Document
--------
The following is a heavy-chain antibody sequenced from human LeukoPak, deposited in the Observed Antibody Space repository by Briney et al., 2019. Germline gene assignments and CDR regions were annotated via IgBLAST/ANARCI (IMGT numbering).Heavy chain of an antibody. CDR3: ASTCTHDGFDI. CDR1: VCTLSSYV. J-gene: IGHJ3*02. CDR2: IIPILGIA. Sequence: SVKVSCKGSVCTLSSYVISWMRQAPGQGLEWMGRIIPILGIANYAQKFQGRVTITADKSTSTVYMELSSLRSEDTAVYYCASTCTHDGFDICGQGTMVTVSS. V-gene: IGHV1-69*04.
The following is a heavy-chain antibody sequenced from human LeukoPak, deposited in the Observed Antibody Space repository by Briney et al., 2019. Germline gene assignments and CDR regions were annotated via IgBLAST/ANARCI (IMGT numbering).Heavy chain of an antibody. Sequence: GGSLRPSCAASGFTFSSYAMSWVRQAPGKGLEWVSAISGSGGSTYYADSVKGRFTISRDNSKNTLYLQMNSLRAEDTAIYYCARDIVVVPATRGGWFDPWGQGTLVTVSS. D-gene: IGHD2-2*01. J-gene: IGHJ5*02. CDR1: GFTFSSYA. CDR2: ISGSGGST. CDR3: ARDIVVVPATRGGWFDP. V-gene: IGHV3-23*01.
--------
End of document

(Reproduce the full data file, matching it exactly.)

The following is a heavy-chain antibody sequenced from human LeukoPak, deposited in the Observed Antibody Space repository by Briney et al., 2019. Germline gene assignments and CDR regions were annotated via IgBLAST/ANARCI (IMGT numbering).Heavy chain of an antibody. CDR3: ASTCTHDGFDI. CDR1: VCTLSSYV. J-gene: IGHJ3*02. CDR2: IIPILGIA. Sequence: SVKVSCKGSVCTLSSYVISWMRQAPGQGLEWMGRIIPILGIANYAQKFQGRVTITADKSTSTVYMELSSLRSEDTAVYYCASTCTHDGFDICGQGTMVTVSS. V-gene: IGHV1-69*04.
The following is a heavy-chain antibody sequenced from human LeukoPak, deposited in the Observed Antibody Space repository by Briney et al., 2019. Germline gene assignments and CDR regions were annotated via IgBLAST/ANARCI (IMGT numbering).Heavy chain of an antibody. Sequence: GGSLRPSCAASGFTFSSYAMSWVRQAPGKGLEWVSAISGSGGSTYYADSVKGRFTISRDNSKNTLYLQMNSLRAEDTAIYYCARDIVVVPATRGGWFDPWGQGTLVTVSS. D-gene: IGHD2-2*01. J-gene: IGHJ5*02. CDR1: GFTFSSYA. CDR2: ISGSGGST. CDR3: ARDIVVVPATRGGWFDP. V-gene: IGHV3-23*01.